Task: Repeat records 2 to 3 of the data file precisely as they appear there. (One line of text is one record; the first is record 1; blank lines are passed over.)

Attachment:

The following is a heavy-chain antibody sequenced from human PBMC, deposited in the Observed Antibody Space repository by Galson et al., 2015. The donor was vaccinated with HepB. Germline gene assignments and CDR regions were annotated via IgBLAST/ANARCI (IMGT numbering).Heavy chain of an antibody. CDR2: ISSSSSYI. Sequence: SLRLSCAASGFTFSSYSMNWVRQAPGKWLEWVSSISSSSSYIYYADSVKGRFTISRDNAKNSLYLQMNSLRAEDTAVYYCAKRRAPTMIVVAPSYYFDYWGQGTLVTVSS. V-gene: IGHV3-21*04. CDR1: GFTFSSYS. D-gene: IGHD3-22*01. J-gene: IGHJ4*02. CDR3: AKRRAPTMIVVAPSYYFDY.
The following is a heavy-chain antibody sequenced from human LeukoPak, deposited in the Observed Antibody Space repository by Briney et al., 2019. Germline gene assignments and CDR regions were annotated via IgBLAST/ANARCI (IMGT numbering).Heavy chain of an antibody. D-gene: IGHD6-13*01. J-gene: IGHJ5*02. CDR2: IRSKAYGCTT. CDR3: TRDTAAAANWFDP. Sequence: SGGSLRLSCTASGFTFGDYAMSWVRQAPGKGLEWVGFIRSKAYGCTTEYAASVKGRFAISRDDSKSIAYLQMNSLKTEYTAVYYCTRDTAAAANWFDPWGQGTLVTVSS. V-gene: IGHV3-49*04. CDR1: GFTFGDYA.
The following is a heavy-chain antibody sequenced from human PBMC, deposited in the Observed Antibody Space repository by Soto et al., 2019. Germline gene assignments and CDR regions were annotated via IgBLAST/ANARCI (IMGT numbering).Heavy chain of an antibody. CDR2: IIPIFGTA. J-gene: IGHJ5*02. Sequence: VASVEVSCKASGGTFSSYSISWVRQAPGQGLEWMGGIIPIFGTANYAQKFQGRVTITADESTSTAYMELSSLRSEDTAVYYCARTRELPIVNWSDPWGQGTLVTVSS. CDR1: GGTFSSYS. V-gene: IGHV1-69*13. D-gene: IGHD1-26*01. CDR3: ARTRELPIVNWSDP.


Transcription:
The following is a heavy-chain antibody sequenced from human LeukoPak, deposited in the Observed Antibody Space repository by Briney et al., 2019. Germline gene assignments and CDR regions were annotated via IgBLAST/ANARCI (IMGT numbering).Heavy chain of an antibody. D-gene: IGHD6-13*01. J-gene: IGHJ5*02. CDR2: IRSKAYGCTT. CDR3: TRDTAAAANWFDP. Sequence: SGGSLRLSCTASGFTFGDYAMSWVRQAPGKGLEWVGFIRSKAYGCTTEYAASVKGRFAISRDDSKSIAYLQMNSLKTEYTAVYYCTRDTAAAANWFDPWGQGTLVTVSS. V-gene: IGHV3-49*04. CDR1: GFTFGDYA.
The following is a heavy-chain antibody sequenced from human PBMC, deposited in the Observed Antibody Space repository by Soto et al., 2019. Germline gene assignments and CDR regions were annotated via IgBLAST/ANARCI (IMGT numbering).Heavy chain of an antibody. CDR2: IIPIFGTA. J-gene: IGHJ5*02. Sequence: VASVEVSCKASGGTFSSYSISWVRQAPGQGLEWMGGIIPIFGTANYAQKFQGRVTITADESTSTAYMELSSLRSEDTAVYYCARTRELPIVNWSDPWGQGTLVTVSS. CDR1: GGTFSSYS. V-gene: IGHV1-69*13. D-gene: IGHD1-26*01. CDR3: ARTRELPIVNWSDP.